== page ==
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Zeus v3 Trojan draining more than £675,000 from UK bank

Warwick Ashford

A UK financial institution is being targeted by a sophisticated attack using web-based malware to steal money from accounts, says M86 Security.

Security researchers at the firm discovered a control and command centre based in Eastern Europe that is using the latest version of the Zeus Trojan to target customers of one of the biggest financial institutions in the UK.

M86 is working with the financial institution concerned and UK law enforcement, but the attack is ongoing, and has netted an estimated £675,000 from 3,000 accounts since first detected on 5 July, the security firm said.

The Trojan is spread through legitimate websites, often through third-party components such as advertising, regularly switching hosts, making it extremely difficult to trace and block, M86 said.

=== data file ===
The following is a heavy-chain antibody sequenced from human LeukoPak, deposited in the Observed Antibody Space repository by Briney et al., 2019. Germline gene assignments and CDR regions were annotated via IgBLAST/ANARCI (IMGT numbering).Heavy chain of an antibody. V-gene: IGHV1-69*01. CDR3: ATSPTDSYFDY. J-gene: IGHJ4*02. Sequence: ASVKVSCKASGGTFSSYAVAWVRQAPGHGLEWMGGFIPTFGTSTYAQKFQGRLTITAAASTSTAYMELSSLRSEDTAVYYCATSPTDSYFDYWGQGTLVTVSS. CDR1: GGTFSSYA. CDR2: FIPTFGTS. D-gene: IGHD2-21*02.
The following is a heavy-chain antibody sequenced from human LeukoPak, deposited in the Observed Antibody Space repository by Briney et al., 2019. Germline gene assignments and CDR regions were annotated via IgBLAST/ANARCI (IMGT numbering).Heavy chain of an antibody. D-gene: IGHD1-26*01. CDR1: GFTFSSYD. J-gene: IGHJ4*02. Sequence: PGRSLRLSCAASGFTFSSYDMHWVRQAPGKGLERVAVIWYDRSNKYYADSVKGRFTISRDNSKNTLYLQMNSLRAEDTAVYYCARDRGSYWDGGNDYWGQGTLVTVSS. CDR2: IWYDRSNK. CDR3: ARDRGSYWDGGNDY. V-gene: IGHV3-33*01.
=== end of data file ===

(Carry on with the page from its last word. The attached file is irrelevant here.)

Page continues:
Once a computer is infected, the malware lies dormant until users connect to their online banking accounts.

The Zeus v3 Trojan is then activated to steal victims' online banking ID and hijack their online banking sessions, undetected by traditional anti-virus software.

The malware avoids detection by using the Secure Sockets Layer (SSL) protocol to communicate with the command and control centres, said Bradley Anstis, vice-president of technical strategy at M86.

The cybercriminals are using legitimate certificates obtained fraudulently to enable communications over this protocol, he told Computer Weekly.

The malware is also avoiding detection by stealing random amounts only from accounts with balances of more than £800 and then returning fake web pages to the account holder that hide the unauthorised withdrawals.

This type of attack shows why financial institutions and other organisations can no longer rely on traditional anti-virus software, said Anstis.

The only way to protect against attacks like this from within the browser is to implement real time code analysis technologies that can detect and block malicious commands proactively, he said.

M86 has published detailed information on the attack in an online whitepaper.


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